So lets let the cat out of the bag. We don’t do Santa here. I know! My poor children. Not that we don’t LOVE Santa. Why, Santa is just as loved around here as Dora the Explorer and her banana eating monkey. Vamanos!

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But really. We adore Christmas here. We watch all the movies, sing all the songs, decorate the house and go out looking at all the other lit houses. We do not tell our kids he is a real man. Mommy and Daddy buy the gifts. We even like going to see the mall Santa, just the way we like seeing Bugs Bunny at six flags. But no, we do not believe in Santa. People tend to get shocked by moms like myself who kill all Christmas spirit and joy with this dreadful honesty. Like we go out of our ways to break random children’s candy canes and chase down street Santa’s with our minivans. What they don’t see is that I spend 80% of my time at home joyfully singing Christmas songs with my kids. That I love cuddling up with them for the original claymation holiday specials, that my kids and I bake Christmas cookies and make snowflake crafts. Our Christmas isn’t missing a drop of love and closeness. No one is deprived of joy and merriment. On Christmas morning my kids mouths still drop open at the sight of their gifts under the decorated, lit-up tree, while they rub the sleep out of their eyes, wearing new cuddly Christmas pajamas that they were given the night before.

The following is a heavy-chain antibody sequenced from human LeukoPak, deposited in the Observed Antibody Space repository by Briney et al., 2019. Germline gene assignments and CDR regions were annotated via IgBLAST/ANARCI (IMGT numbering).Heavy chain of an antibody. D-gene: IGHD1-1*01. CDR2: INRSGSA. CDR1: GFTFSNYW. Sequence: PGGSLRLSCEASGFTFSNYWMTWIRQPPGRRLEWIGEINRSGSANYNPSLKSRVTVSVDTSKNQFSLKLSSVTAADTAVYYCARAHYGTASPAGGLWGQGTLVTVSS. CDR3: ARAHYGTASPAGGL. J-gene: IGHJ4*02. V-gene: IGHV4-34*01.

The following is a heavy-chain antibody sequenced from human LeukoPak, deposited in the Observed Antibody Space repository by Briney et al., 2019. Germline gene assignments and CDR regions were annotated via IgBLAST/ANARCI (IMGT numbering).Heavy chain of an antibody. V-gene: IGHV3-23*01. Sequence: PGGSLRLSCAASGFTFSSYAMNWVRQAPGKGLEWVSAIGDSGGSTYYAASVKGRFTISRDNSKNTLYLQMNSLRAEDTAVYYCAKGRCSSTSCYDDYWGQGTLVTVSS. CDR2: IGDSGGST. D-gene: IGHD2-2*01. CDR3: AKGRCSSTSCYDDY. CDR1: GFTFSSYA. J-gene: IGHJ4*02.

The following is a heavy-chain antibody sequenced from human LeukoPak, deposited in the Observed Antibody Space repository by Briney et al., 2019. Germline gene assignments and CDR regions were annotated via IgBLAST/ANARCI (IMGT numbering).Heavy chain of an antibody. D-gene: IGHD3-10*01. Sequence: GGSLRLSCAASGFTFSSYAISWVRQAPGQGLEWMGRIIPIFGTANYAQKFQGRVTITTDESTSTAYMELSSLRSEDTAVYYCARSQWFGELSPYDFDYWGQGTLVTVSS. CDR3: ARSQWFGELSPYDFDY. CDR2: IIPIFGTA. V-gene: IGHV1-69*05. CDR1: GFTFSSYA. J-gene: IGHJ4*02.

Our 2012 Christmas photo

Our 2012 Christmas photo

Mothers tell me often about their own horror and anger when they discovered that Santa wasn’t real or when their child found out Santa wasn’t real. I personally feel that it’s misguided anger at having been lied to for years and made to believe that some supernatural phenomenon was happening as they slept that never happened. Those moms think that my kids will feel that anger always because I never told them this lie but they don’t know that I myself was raised in a house that didn’t treat Santa as a real man. I never once experienced anger and have absolutely no negative memories or feelings about Santa or being told anything about Santa. I understood others did believe in him and respected their families decision to tell them that and kept my truths to myself. But I never felt anger. I actually felt like I was in on something that others should know too and felt bad that they were being tricked when I just got to have fun and enjoy it all and know it would never become an upsetting issue or event in my life.

For me, part of being an AP mom and part of being a Christian means telling the truth to my kids. I don’t want to spend 5-10 years lying about things to my children that they could have enjoyed just as much without the lie. That means Christmas and Easter and tooth fairies. If I don’t believe with my heart it’s true, I don’t speak it with my mouth to them. If anything, I want my kids to know without a shadow of a doubt that I have been truthful with them and honest.
Our Christmas and Easter and all our other little occasions are still amazing and loving and joyous, as they should be, without sacrificing truth.

Want to know about another family who doesnt do traditional Santa? Check out The Feminist Breeder